- PARI's articles, faces, albums and images are from rural India. We want to see how much of rural India has PARI covered?
- Specifically, which districts of the country have NOT been covered?
- Is there a geographical pattern to our coverage, is there a geographical pattern to our misses?
- Is there a geographical pattern to the Water Crisis, covered extensively by PARI?
Please go to this Github Repository to read the entire notebook
To do this we need to map our coverage on a map of India. But we have a problem. The names of location in our database and the names of location in the map from the lovely folks at Datameet have spelling differences. There is therefore a key mismatch in many cases and a lot of important locations are dropped.
The Transliteration Problem
At PARI we have articles from thousands of locations. Location names in India is a peculiar phenomenon. Here are a few issues that one sees with a location database:
Indian names are transliterated in a diverse way by people. This is particularly true for Roman transliteration. Although there are international standards for transliteration. Most folks apply the Sir Roger Dowler technique -- Siraj ud Daulah -- that is transliterate by ear. The problem is that a number of Phd theses pervade the space between a Marathi ear and a Punjabi tongue. I mean, each Indian linguistic group has their own perception of what lettes in the English alphabet sound like.
Odia tongue says Buldhana, the Punjabi ear hears Buldana. The Malayalali tongue says Pathanamtitta, the Malaylayali ear hears Pattanamtitta
Yours truly has transliterated both with his right Marathi and left Konkani ear. So I don't exactly know what they said. Rest assured Buldhana is in Maharashtra and what I say matters. But then people from Buldhana might disagree. They do.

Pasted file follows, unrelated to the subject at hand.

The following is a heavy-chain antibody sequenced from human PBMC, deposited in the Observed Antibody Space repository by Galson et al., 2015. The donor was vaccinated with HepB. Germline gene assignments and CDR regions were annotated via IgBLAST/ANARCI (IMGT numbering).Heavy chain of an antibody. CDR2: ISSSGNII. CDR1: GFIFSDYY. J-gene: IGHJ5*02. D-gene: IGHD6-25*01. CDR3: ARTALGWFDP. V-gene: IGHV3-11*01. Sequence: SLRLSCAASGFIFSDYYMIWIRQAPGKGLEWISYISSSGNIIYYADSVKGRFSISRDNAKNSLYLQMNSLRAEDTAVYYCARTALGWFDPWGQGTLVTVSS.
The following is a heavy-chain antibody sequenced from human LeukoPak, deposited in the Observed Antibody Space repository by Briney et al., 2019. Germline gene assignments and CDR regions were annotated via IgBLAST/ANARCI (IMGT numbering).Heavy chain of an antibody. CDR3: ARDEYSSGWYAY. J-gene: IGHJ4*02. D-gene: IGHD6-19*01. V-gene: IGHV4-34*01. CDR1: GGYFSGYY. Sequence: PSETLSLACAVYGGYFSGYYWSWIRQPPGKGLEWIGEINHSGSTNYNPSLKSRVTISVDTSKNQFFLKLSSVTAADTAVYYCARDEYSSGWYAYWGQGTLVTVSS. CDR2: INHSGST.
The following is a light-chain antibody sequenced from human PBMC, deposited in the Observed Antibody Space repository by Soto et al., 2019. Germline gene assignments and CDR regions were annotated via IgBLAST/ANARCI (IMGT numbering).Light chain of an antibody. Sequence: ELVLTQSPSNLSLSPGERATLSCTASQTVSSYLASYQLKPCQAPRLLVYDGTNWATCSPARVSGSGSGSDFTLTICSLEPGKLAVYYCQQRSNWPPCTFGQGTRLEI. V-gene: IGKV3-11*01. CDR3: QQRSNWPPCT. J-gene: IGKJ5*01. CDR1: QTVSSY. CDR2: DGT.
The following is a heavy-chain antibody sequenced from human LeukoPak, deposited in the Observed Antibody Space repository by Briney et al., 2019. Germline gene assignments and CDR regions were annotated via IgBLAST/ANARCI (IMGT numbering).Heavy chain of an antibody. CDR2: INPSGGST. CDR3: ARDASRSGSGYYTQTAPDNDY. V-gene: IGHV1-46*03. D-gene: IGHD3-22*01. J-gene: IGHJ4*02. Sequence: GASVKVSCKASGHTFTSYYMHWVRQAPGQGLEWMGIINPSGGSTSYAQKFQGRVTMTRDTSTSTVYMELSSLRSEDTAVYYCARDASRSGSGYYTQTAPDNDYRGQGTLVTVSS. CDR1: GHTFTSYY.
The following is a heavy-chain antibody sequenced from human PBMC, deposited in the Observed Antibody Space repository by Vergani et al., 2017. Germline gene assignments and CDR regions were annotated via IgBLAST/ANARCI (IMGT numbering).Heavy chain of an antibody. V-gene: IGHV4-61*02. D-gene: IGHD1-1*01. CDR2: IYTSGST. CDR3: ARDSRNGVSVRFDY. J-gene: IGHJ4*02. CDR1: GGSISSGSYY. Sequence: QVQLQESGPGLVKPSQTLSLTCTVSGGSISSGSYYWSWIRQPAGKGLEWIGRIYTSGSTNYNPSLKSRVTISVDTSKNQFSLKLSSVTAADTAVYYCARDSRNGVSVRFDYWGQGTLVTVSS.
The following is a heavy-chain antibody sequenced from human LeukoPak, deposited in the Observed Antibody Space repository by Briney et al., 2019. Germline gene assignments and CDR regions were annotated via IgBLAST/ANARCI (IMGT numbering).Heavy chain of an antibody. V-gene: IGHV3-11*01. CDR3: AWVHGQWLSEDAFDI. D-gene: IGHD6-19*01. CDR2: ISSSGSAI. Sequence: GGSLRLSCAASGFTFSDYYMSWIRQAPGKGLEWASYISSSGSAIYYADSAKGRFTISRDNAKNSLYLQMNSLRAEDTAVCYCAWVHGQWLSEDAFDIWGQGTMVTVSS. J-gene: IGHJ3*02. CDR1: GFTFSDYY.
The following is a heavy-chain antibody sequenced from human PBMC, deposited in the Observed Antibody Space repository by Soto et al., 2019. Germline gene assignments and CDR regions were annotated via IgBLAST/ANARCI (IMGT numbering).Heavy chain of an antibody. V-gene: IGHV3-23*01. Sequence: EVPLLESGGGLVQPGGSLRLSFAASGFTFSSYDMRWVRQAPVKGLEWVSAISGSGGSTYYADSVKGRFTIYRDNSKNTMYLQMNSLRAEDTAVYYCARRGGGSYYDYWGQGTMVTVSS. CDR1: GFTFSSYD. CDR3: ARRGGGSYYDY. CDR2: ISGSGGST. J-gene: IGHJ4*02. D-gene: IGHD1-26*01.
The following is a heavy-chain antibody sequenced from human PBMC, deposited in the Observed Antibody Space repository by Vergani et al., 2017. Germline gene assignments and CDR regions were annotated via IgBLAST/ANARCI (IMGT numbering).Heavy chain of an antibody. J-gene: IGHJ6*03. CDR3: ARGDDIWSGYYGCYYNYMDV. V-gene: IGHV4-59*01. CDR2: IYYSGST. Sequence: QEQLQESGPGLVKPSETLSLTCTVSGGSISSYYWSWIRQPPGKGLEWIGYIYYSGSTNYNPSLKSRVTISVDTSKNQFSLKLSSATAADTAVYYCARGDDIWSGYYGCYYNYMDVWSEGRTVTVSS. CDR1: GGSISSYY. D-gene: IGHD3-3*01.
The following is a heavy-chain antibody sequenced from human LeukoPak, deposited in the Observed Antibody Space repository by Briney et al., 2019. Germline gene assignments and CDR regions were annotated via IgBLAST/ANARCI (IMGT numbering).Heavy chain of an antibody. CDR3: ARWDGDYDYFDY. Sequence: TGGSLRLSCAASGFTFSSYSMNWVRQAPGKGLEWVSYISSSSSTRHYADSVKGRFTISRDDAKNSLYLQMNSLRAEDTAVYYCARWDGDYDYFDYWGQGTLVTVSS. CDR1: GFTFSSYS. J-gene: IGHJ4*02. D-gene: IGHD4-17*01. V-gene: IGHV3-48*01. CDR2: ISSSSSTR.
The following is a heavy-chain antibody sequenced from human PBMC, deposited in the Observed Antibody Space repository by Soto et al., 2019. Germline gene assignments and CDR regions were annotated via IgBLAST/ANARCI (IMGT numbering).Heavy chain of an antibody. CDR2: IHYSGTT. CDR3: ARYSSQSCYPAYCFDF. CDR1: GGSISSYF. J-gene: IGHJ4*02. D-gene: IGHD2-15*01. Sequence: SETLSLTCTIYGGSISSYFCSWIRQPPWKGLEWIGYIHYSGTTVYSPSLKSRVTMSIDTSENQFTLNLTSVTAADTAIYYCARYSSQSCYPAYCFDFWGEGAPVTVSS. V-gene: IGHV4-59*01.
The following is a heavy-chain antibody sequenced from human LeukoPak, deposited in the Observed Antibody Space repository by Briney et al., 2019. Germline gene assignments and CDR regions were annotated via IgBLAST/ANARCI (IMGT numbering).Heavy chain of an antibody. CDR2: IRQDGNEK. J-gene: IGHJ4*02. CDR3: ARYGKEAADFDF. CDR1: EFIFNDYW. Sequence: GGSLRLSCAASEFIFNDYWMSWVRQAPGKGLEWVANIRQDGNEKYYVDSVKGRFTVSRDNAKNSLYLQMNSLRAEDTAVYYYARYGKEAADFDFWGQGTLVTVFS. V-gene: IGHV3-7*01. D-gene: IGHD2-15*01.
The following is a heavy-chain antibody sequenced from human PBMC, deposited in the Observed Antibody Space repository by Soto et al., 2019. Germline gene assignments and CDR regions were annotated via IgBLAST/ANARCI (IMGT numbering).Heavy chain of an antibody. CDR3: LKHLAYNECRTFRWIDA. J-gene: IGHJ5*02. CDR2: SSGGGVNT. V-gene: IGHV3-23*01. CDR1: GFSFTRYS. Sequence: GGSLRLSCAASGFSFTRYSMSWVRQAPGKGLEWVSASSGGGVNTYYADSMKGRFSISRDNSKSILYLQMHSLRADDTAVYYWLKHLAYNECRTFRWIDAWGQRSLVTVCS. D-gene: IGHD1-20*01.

And then of course, a number of Bengali tongues scream and shout on whether it is Nilgiris or The Nilgiris (but then that is not a transliteration problem. Or is it? Let's not get into a debate on that. Not with the Bengalis at any rate)
In addition to Phd theses, between the Punjabi tongue and the Marathi ear also stands the ubiquitous and all powerful Indian bureaucracy. Bureaucrats, as has been shown by paleontologists, are also anatomically, modern homo sapiens. And hence must have their have their own cultural-linuistic backgrounds. Every major institution also has its own cupboards, look-up tables, lexicons, ready reckoners, dialects, jargon and argots. Joke.
Suffice to say that the Census of India calls Darjeeling what the Election Commission calls Darjiling. The Meterological Department calls Purulia when the Ministry of Human Resources Development calls Puruliya. It is another matter that the HRD ministry might soon be called Department of Education. I digress.
Allahabad becomes Prayagraj. Gurgaon becomes Gurugram.
- And then there is the problem of taxonomy. Places migrate from districts to other districts. They graduate from a mere district to a full-blown division. Gerrymandering. Redistricting. All that good stuff.
- Besides millions of small hamlets where Dalits and Adivasis live are not recorded at all. They are dismissed as settlements of ostracized communities. How does one spell their names?
Fusion of Tables
If the schwa-conscious Survey of India calls a place Chamarajanagar in the district map of India but the entomologically inclined and etymologically insensitive Department of Horticulture calls it Chamrajnagar, then --the district that was once a part of the larger Mysore district and was formerly called "Sri Arikottara"-- has no chance of appearing on the map of gardens in India. Esepcially if the map is drafted by a machine or a careless cartographer.
One automated way of matching a string like "Darjeeling" with "Darjiling" is by using edit distance algo called Levenshtein distance. A threshold of 0.8 seems to work okay.
|District 1||District 2||State 1||State 2||Distance||Decision|
|0||Kalimpong||West Bengal||0.000000||no match|
|2||Kanchipuram||Kancheepuram||Tamil Nadu||Tamil Nadu||0.869565||match|
|3||Bardhaman||Barddhaman||West Bengal||West Bengal||0.947368||match|
|4||Howrah||Haora||West Bengal||West Bengal||0.666667||match|
|161||Ashok Nagar||Ashoknagar||Madhya Pradesh||Madhya Pradesh||0.952381||match|
|162||Reva||Rewa||Madhya Pradesh||Madhya Pradesh||0.750000||match|
166 rows × 6 columns